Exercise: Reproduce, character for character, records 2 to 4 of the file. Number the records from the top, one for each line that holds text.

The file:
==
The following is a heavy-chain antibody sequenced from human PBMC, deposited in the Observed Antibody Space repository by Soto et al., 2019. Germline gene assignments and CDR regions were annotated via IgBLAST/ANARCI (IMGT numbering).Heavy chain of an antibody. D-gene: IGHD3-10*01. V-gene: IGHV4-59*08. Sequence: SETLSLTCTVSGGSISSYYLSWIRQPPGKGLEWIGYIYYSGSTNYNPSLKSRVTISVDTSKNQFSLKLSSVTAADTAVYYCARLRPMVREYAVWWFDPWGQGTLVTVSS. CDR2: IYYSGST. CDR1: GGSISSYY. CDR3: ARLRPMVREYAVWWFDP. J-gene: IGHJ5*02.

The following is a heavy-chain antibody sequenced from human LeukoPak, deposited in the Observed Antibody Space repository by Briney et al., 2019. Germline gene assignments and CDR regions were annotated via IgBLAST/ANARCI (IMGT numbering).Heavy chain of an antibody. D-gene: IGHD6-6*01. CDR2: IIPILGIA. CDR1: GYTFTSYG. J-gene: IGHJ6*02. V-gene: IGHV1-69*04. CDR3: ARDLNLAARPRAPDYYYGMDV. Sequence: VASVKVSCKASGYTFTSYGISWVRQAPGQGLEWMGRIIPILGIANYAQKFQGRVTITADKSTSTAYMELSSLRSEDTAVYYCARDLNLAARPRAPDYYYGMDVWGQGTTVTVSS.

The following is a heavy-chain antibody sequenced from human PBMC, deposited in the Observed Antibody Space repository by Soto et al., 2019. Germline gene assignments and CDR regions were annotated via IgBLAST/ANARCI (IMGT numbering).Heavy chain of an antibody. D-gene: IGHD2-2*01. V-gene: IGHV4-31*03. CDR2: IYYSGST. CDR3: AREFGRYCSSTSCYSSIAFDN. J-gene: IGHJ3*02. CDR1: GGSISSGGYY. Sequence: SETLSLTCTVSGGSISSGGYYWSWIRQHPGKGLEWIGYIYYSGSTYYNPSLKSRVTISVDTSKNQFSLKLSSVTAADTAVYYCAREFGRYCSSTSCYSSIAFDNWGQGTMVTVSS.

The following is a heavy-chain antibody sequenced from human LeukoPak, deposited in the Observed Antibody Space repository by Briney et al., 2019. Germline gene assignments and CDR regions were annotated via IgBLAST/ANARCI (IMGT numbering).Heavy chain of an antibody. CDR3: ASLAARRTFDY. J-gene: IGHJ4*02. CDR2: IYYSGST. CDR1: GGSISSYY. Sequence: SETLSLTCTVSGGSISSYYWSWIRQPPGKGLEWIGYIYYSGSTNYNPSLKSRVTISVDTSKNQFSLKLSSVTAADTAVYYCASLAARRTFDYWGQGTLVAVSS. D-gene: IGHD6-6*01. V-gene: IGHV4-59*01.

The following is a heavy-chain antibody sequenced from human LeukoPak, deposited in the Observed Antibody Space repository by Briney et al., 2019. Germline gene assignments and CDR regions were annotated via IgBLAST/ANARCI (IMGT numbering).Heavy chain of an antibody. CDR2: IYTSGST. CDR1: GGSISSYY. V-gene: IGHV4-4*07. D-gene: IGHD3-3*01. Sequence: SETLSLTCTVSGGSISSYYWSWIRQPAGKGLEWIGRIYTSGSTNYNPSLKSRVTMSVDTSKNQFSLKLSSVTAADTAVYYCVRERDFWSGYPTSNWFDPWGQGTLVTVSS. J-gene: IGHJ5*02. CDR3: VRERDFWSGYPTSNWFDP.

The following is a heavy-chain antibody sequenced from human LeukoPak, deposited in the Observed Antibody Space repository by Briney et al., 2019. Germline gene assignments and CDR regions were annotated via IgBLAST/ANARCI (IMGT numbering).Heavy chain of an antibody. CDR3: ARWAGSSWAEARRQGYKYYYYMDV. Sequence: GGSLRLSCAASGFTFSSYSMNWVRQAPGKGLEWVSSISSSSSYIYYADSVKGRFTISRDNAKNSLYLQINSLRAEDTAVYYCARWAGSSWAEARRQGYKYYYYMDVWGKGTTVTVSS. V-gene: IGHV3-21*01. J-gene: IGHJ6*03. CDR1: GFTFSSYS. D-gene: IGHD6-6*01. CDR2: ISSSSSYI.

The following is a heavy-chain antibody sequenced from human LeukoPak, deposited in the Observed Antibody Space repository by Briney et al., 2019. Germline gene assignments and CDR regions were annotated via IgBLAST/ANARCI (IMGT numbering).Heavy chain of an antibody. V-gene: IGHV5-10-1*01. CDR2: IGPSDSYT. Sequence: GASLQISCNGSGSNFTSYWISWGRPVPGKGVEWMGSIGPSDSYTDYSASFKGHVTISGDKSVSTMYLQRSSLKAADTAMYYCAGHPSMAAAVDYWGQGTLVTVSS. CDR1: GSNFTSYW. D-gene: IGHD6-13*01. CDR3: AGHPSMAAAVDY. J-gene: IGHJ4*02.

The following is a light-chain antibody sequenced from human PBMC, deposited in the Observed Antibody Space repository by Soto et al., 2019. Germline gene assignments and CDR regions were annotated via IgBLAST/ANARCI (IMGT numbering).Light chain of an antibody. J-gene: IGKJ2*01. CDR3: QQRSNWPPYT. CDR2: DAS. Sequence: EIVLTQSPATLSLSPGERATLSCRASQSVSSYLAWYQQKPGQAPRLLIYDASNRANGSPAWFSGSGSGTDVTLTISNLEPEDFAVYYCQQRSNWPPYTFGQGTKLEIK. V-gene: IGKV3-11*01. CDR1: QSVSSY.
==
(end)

The following is a heavy-chain antibody sequenced from human LeukoPak, deposited in the Observed Antibody Space repository by Briney et al., 2019. Germline gene assignments and CDR regions were annotated via IgBLAST/ANARCI (IMGT numbering).Heavy chain of an antibody. D-gene: IGHD6-6*01. CDR2: IIPILGIA. CDR1: GYTFTSYG. J-gene: IGHJ6*02. V-gene: IGHV1-69*04. CDR3: ARDLNLAARPRAPDYYYGMDV. Sequence: VASVKVSCKASGYTFTSYGISWVRQAPGQGLEWMGRIIPILGIANYAQKFQGRVTITADKSTSTAYMELSSLRSEDTAVYYCARDLNLAARPRAPDYYYGMDVWGQGTTVTVSS.

The following is a heavy-chain antibody sequenced from human PBMC, deposited in the Observed Antibody Space repository by Soto et al., 2019. Germline gene assignments and CDR regions were annotated via IgBLAST/ANARCI (IMGT numbering).Heavy chain of an antibody. D-gene: IGHD2-2*01. V-gene: IGHV4-31*03. CDR2: IYYSGST. CDR3: AREFGRYCSSTSCYSSIAFDN. J-gene: IGHJ3*02. CDR1: GGSISSGGYY. Sequence: SETLSLTCTVSGGSISSGGYYWSWIRQHPGKGLEWIGYIYYSGSTYYNPSLKSRVTISVDTSKNQFSLKLSSVTAADTAVYYCAREFGRYCSSTSCYSSIAFDNWGQGTMVTVSS.

The following is a heavy-chain antibody sequenced from human LeukoPak, deposited in the Observed Antibody Space repository by Briney et al., 2019. Germline gene assignments and CDR regions were annotated via IgBLAST/ANARCI (IMGT numbering).Heavy chain of an antibody. CDR3: ASLAARRTFDY. J-gene: IGHJ4*02. CDR2: IYYSGST. CDR1: GGSISSYY. Sequence: SETLSLTCTVSGGSISSYYWSWIRQPPGKGLEWIGYIYYSGSTNYNPSLKSRVTISVDTSKNQFSLKLSSVTAADTAVYYCASLAARRTFDYWGQGTLVAVSS. D-gene: IGHD6-6*01. V-gene: IGHV4-59*01.